Fort Stanton Cave - Snowy River Exploration - First Trip

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Fort Stanton Cave - Snowy River Exploration - First Trip

Postby Extremeophile » Jul 18, 2012 4:59 pm

The July expedition to Fort Stanton Cave is now over and there were 2 survey trips to the boundary of the known cave at the southern end (upstream) of the Snowy River passage. After 2 unbelievable survey trips in April, where over 6,000 feet was surveyed on each 24 hour effort, the one-way travel distance to the end of the survey was 7.7 miles (likely the most distant location from an entrance of any cave in the world).

The first trip was led by John Lyles and included Shawn Thomas, Abby Tobin, and myself. We entered the cave on July 7 and traveled through the historic trunk section until we reached Mud Turtle Landing, where the Snowy River passage branches off to the north and south.
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John, Shawn, Abby and Derek at the entrance.

We continued south carrying heavy packs loaded with 5 liters of water, food for 24-30 hours, clean and dirty clothes and footwear, survey gear, and several rolls of thick poly tarps used to cross mud banks (aka "magic carpets"). To travel on Snowy River we changed into clean clothes and wore white-soled shoes, in order to avoid marking the calcite floor. However, to get to the end of the survey it is necessary to cross a few breakdown collapse areas and mud banks that require either a change to dirty shoes and gloves, or a full change back into dirty clothing.
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Shawn, Abby and John and a clean/dirty transition area.

We traveled through the Crawl from Hell (~1,000' of mostly hands and knees), through the muddy belly crawl in Mud Lizard passage, along the seemingly endless walking passage of the Underground Railroad, and back through the more than 3 miles of new passage surveyed in the past year. We began surveying in the lead that was left in April, which was 20' wide by 50' high.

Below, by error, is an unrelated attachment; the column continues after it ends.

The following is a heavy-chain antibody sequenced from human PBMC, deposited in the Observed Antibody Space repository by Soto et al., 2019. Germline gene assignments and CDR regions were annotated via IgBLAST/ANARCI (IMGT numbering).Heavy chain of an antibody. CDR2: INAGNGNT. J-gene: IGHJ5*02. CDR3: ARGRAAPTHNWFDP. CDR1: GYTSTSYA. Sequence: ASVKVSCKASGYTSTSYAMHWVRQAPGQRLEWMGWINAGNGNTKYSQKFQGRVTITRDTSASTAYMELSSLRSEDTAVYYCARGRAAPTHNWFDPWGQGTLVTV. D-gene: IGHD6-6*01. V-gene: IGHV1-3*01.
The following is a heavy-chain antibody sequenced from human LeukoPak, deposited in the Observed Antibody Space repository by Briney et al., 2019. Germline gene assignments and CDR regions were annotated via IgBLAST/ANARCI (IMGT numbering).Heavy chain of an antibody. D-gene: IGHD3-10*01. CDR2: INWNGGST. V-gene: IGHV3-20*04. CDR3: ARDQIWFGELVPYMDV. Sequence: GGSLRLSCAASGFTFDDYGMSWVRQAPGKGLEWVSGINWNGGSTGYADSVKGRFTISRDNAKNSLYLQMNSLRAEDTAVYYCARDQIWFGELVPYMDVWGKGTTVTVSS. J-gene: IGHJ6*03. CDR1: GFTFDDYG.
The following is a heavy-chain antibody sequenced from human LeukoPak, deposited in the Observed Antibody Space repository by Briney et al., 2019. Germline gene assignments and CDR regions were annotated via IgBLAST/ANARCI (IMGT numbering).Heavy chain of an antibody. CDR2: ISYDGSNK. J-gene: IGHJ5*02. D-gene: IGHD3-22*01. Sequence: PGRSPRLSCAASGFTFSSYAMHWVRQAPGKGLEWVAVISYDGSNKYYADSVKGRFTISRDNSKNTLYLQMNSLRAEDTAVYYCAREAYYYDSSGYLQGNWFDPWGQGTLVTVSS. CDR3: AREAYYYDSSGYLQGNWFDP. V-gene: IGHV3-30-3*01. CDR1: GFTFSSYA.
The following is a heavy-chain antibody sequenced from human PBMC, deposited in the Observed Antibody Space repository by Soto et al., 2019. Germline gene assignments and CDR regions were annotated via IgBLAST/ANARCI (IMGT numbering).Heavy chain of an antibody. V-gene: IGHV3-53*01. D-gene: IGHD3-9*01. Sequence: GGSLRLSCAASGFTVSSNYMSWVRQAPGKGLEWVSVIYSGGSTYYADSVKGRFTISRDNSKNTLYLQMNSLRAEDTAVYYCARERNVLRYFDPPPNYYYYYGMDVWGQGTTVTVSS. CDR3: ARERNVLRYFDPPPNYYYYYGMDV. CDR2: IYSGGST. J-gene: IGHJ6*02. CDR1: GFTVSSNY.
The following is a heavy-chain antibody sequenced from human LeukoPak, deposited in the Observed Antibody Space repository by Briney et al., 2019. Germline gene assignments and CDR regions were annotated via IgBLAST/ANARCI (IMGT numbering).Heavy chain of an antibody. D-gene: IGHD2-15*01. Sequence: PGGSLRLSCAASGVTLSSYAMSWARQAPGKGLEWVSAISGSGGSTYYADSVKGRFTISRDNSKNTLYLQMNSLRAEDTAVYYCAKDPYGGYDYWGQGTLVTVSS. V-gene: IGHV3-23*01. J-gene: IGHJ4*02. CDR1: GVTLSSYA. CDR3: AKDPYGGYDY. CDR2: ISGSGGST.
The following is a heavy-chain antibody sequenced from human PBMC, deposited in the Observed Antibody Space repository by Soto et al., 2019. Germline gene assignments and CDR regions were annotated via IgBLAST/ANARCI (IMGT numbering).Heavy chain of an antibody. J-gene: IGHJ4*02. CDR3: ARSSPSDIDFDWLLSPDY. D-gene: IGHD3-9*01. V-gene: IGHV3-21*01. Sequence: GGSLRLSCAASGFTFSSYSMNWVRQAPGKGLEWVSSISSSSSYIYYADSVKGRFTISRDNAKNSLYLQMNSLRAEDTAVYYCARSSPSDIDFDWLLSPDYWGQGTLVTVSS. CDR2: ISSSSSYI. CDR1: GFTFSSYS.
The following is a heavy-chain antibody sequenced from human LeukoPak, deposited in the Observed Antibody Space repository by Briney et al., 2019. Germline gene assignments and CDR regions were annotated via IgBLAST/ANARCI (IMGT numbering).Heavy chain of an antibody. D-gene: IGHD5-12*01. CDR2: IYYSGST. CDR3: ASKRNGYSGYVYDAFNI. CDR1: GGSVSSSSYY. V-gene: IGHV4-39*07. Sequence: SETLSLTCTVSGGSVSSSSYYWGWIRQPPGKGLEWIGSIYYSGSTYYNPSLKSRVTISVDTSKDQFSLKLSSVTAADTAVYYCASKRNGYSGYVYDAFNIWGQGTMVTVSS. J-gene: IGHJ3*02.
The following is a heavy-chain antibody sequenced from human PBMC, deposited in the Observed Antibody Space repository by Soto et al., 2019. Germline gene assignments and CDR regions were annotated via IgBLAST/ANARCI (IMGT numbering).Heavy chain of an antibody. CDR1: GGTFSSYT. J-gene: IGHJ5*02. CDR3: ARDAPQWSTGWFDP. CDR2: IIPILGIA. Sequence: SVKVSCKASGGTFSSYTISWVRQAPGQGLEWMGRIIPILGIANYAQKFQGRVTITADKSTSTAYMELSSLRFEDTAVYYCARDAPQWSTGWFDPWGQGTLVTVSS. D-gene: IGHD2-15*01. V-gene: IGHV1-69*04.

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John sets point at the beginning of our survey while Abby and Derek prepare to collect data.

Within a short distance the Snow River formation dove under a low ceiling ledge and we had to transition into dirty shoes to cross above.
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Abby records inventory in the upper level bypass.

We climbed back down to Snowy River briefly before another large breakdown area forced us to climb over. We had to repeat this a couple times before we came upon a large pool that we called "Finger Lake". This is the largest pool yet discovered in Snowy River South, and may help support day or camp trips in the future.
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Snowy River Passage

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Abby holds a light on station at the edge of Finger Lake.

Shortly after passing this lake the passage became blocked by a huge breakdown collapse from an upper level canyon. We were forced to climb up and survey over the top of the breakdown. The route-finding became much more difficult and the sketching was considerable slower with added complexity.
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Derek sketches in the breakdown section called "Rough Country".

We encountered the Snowy River formation a couple more times, but in each case it traveled ~100' and then disappeared back into breakdown.